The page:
Name of Organism
Common Name- Twinkie Fish (It's because is looks like a Twinkie, but it's actually not a fish)
Scientific Name- subcinericius pagurus (It literally means Cake Crab in Latin. Its because it's a Crab and it also looks like a Twinkie.
Ocean Zone and Habitat
Cake Crabs utilize different habitat depending on the stage in their development. The eggs are laid on coastal beaches in late spring and summer. After hatching, the juvenile crabs can be found offshore on the sandy ocean floor of tidal flats where they stay until they reach costal beaches to lay their eggs. They live in the Benthic Zone in the Neritic Zone, or the sandy bottom near the shore. They live in the Euphoric and Epipelagic Zones, which are near the surface of the water and where there is a lot of light.
Physical Traits and Adaptions to Environment
The Cake Crab is most noticed by it's bright yellow color, which warn off predators, as the yellow is due to a chemical poison in its body, the same poison in the fugu fish (puffer fish). The Cake Crab has small legs that allow them to navigate the sandy bottom of the ocean and large eyes that have a film around them to protect them from debris that might enter their eyes. They have a very hard outer shell that is made up of tough dead skin.
The Cake Crab uses its small legs located on their underside to navigate the sand ocean floor. They are vagabond Benthos creatures that travel by simply scurrying on the ocean floor.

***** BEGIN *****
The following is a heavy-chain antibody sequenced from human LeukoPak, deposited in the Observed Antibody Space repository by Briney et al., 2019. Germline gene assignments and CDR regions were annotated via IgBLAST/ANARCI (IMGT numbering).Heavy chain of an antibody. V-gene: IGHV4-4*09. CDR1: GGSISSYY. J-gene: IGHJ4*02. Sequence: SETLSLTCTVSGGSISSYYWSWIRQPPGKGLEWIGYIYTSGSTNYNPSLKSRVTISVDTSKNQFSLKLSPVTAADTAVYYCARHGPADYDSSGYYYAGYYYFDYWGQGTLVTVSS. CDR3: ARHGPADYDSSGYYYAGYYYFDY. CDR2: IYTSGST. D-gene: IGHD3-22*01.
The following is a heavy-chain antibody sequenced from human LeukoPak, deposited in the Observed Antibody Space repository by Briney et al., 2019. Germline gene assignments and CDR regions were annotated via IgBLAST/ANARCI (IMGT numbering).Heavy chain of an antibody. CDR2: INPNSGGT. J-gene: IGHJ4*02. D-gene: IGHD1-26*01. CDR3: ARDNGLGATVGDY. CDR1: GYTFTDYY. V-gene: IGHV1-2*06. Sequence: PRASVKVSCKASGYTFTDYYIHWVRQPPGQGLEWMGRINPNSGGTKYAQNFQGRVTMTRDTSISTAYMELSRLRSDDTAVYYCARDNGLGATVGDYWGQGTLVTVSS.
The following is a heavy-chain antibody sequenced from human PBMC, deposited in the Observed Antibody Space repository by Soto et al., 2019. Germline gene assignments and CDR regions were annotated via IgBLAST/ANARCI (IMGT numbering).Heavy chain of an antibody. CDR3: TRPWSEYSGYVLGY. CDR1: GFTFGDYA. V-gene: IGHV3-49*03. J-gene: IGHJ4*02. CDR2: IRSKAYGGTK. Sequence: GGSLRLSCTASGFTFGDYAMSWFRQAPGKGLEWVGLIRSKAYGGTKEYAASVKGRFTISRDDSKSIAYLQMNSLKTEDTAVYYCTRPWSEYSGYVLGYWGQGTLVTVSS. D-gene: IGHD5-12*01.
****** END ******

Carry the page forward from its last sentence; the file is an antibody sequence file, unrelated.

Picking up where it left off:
Cake Crabs are somewhat similar to fish in that they are equipped with gills for breathing. The gills themselves are feathery type structures located on their sides. In order to breathe on land, crabs must keep these gills moist so that oxygen in the air can still be absorbed. Gills work because oxygen is a very small molecule. During respiration these oxygen molecules first dissolve into a layer of moisture surrounding a thin membrane. Then these molecules cross through the membrane and enter the circulatory system (the blood stream) of the Cake Crab. The source of oxygen can then either be used as gas in the air or already dissolved into another liquid such as the sea.
They have a very strong digestive system that permits them to eat fungi, mollusks, bacteria, worms and even other crustaceans, such as shrimp or barnacles. In times of desperation, they have been known to eat the offal from the sea floor, which can include dead and decaying animals.. Their systems need both the protein found in meat as well as the vitamins present in undersea vegetables to sustain quality digestion.
Female cake crabs can only mate after they shed their shell, allowing access to their normally protected reproductive organs. When a female is about to molt, she releases pheromones that attract male cake crabs. After the molting, she accepts the sperm from the male and stays near him for protection until her shell can be reformed. The female then migrates to a different area and eventually allows the sperm to flow over her eggs to fertilize them. The eggs are then stored on a sponge-like structure on the female's abdomen for a period of several weeks until the larvae finally. The cake crabs only mate once, but after fertilizing the initial set of eggs, the female continues to store enough sperm on her abdomen to fertilize two or three more sets of eggs should the need arise.
area where the female cake crab might have her eggs
The cake crab has a hard outer shell to prevent damage if being eaten by a predator, The bright yellow color and poison in it's internal organs is a warning for predators not to mess with them. The cake crab will burrow in the sand if it feels like it is in danger until the threat goes away.
Plankton, Nekton, or Benthos
Benthos- they live, feed, and reproduce near and on the ocean floor. They are vagrant benthic creatures, because they move around the floor and sometimes wash up on land due to the tides.